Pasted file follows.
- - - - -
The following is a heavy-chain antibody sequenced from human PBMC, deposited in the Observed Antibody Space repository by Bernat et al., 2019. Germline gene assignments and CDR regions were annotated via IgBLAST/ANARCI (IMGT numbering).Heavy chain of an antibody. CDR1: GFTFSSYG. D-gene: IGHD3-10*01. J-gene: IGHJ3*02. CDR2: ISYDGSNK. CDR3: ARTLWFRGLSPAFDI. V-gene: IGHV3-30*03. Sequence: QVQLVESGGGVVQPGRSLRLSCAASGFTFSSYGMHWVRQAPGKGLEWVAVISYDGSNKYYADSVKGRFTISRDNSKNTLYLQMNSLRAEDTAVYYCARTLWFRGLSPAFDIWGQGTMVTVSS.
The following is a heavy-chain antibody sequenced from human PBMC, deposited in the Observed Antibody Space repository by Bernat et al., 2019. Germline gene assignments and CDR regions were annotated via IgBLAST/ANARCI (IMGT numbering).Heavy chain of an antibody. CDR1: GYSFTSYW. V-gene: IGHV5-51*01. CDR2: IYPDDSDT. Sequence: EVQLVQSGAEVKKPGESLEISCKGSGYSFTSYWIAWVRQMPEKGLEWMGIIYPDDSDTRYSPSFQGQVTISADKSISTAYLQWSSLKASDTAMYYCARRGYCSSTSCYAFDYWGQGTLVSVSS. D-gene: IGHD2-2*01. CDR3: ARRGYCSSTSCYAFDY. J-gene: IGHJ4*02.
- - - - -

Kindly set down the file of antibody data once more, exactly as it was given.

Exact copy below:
The following is a heavy-chain antibody sequenced from human PBMC, deposited in the Observed Antibody Space repository by Bernat et al., 2019. Germline gene assignments and CDR regions were annotated via IgBLAST/ANARCI (IMGT numbering).Heavy chain of an antibody. CDR1: GFTFSSYG. D-gene: IGHD3-10*01. J-gene: IGHJ3*02. CDR2: ISYDGSNK. CDR3: ARTLWFRGLSPAFDI. V-gene: IGHV3-30*03. Sequence: QVQLVESGGGVVQPGRSLRLSCAASGFTFSSYGMHWVRQAPGKGLEWVAVISYDGSNKYYADSVKGRFTISRDNSKNTLYLQMNSLRAEDTAVYYCARTLWFRGLSPAFDIWGQGTMVTVSS.
The following is a heavy-chain antibody sequenced from human PBMC, deposited in the Observed Antibody Space repository by Bernat et al., 2019. Germline gene assignments and CDR regions were annotated via IgBLAST/ANARCI (IMGT numbering).Heavy chain of an antibody. CDR1: GYSFTSYW. V-gene: IGHV5-51*01. CDR2: IYPDDSDT. Sequence: EVQLVQSGAEVKKPGESLEISCKGSGYSFTSYWIAWVRQMPEKGLEWMGIIYPDDSDTRYSPSFQGQVTISADKSISTAYLQWSSLKASDTAMYYCARRGYCSSTSCYAFDYWGQGTLVSVSS. D-gene: IGHD2-2*01. CDR3: ARRGYCSSTSCYAFDY. J-gene: IGHJ4*02.